By Jim Caufield

Chief editor

A fire in a ground-floor elevator control room at the Perry Lutheran Home shortly after 4 a.m. Tuesday caused the evacuation of the nursing home’s residents in 30-degree temperatures. There were no injuries, and fire crews quickly controlled the blaze.

Perry Volunteer Fire Department Chief Chris Hinds said the fire "appears to have been caused by an electric motor that operates the hydraulic pump on the elevator."

The equipment is housed in a basement room of the building, a space about 10 feet square, Hinds said. The room was locked when firefighters arrived, and they had to break down the door to enter and attack the fire, he said.

Hinds said there was "extensive fire damage to the elevator equipment and heavy smoke damage to the whole east wing" of the Lutheran Home. He said firefighters stayed on the scene about two hours, ventilating the building to clear it of smoke.

Hinds estimated the damages from the fire at $30,000.

Upwards of 70 residents were evacuated by about four night-shift workers, who were assisted in the effort by off-duty staff persons and Perry Police officers. The residents remained outdoors for about 30 minutes before firefighters cleared them to reenter the west wing of the facility, according to Hinds.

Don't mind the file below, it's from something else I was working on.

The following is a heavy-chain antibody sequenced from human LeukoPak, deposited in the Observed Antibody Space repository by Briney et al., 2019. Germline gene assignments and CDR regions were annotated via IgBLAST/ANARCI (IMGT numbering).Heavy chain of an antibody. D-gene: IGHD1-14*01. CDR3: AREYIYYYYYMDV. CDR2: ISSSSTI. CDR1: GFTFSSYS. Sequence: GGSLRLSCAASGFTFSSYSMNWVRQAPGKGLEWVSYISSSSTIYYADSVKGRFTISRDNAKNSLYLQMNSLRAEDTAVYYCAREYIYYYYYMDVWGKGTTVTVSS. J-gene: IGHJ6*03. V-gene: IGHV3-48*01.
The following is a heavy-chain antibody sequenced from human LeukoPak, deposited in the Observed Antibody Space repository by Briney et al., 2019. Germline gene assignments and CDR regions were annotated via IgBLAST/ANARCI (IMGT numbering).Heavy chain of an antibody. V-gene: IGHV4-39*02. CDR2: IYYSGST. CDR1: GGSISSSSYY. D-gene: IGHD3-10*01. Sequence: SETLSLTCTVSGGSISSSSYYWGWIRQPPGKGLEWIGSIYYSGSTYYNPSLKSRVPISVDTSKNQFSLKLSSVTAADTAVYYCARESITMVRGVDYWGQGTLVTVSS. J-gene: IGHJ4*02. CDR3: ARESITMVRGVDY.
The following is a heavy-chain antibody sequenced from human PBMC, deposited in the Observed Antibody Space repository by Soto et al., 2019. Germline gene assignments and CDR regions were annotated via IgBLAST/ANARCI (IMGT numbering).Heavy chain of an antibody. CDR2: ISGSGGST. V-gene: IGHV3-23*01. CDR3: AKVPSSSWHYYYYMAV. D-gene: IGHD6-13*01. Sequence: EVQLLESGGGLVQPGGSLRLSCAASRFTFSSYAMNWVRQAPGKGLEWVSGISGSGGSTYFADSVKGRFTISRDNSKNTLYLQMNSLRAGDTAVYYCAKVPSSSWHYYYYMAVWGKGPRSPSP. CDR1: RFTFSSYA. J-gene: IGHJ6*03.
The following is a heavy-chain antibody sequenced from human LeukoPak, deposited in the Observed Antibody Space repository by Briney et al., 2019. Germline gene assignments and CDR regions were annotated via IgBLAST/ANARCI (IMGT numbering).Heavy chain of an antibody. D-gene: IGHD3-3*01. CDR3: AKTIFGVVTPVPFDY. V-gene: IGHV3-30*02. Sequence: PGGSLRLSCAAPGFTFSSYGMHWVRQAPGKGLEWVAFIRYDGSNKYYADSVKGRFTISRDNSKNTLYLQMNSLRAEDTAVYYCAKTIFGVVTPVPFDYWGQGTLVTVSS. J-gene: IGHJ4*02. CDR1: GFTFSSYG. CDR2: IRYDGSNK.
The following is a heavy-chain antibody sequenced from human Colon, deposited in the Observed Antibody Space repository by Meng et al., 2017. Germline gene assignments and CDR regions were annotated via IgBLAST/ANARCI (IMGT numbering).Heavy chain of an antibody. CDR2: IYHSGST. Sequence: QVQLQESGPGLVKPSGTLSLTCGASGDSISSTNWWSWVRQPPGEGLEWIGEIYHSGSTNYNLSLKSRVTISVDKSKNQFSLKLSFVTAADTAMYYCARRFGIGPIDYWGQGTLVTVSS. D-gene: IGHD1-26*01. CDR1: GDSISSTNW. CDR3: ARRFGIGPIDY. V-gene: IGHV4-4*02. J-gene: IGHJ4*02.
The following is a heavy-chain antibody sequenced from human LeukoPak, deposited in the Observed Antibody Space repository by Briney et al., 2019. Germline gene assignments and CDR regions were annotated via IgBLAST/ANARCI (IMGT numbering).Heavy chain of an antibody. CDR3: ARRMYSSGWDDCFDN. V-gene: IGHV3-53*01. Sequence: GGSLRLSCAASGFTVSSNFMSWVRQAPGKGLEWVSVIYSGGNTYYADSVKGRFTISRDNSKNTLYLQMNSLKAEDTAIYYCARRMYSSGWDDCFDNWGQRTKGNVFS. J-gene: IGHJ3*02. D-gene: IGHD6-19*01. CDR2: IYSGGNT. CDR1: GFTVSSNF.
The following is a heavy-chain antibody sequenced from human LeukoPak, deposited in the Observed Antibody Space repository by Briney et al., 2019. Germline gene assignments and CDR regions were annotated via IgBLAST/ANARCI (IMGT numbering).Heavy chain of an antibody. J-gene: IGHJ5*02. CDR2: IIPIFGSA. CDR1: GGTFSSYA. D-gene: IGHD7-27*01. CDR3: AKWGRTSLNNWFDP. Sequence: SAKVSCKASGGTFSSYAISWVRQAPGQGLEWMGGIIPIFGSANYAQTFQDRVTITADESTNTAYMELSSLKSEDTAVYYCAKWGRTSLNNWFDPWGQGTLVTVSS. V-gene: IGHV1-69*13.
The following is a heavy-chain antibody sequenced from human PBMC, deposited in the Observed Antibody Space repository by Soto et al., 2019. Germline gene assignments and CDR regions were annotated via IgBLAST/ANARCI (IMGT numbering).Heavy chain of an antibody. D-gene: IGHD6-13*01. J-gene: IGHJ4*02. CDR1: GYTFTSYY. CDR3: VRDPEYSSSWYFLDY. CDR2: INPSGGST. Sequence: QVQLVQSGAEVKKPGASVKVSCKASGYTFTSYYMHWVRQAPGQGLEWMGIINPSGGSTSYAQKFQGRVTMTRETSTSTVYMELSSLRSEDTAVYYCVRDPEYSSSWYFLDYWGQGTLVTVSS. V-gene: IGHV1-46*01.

Lutheran Home Chief Executive Officer Max Phillips said the evacuation procedures worked exactly as planned.

"We give a lot of attention to this kind of planning," he said, "and I’m very proud that our staff and managers handled this event with all the professionalism that is expected of them. I’m not surprised that they did but am very proud."

He said the evacuation was even assisted by some former employees who had left to start families but came back to help out.

Phillips said the ground floor of the east wing of the facility, where one of the building’s two elevators is housed and which sustained the most smoke damage, is being professionally cleaned. Otherwise, things have returned to normal, he said.

Phillips was unsure of the age of the elevator, but both he and Hinds noted elevators must be regularly inspected and serviced in order to be certified in compliance with state regulations, although it is usually the elevator companies themselves that do the inspections, Hinds said.